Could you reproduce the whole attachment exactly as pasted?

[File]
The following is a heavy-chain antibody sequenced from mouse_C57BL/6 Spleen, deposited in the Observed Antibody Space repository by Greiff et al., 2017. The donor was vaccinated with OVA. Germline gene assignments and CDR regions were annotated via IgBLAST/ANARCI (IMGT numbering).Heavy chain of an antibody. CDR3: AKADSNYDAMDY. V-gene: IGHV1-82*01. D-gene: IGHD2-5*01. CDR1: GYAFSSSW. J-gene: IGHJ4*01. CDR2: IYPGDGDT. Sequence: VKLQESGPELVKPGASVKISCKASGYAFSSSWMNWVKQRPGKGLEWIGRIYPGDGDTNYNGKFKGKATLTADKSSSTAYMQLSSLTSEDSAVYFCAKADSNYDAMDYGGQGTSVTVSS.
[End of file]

The following is a heavy-chain antibody sequenced from mouse_C57BL/6 Spleen, deposited in the Observed Antibody Space repository by Greiff et al., 2017. The donor was vaccinated with OVA. Germline gene assignments and CDR regions were annotated via IgBLAST/ANARCI (IMGT numbering).Heavy chain of an antibody. CDR3: AKADSNYDAMDY. V-gene: IGHV1-82*01. D-gene: IGHD2-5*01. CDR1: GYAFSSSW. J-gene: IGHJ4*01. CDR2: IYPGDGDT. Sequence: VKLQESGPELVKPGASVKISCKASGYAFSSSWMNWVKQRPGKGLEWIGRIYPGDGDTNYNGKFKGKATLTADKSSSTAYMQLSSLTSEDSAVYFCAKADSNYDAMDYGGQGTSVTVSS.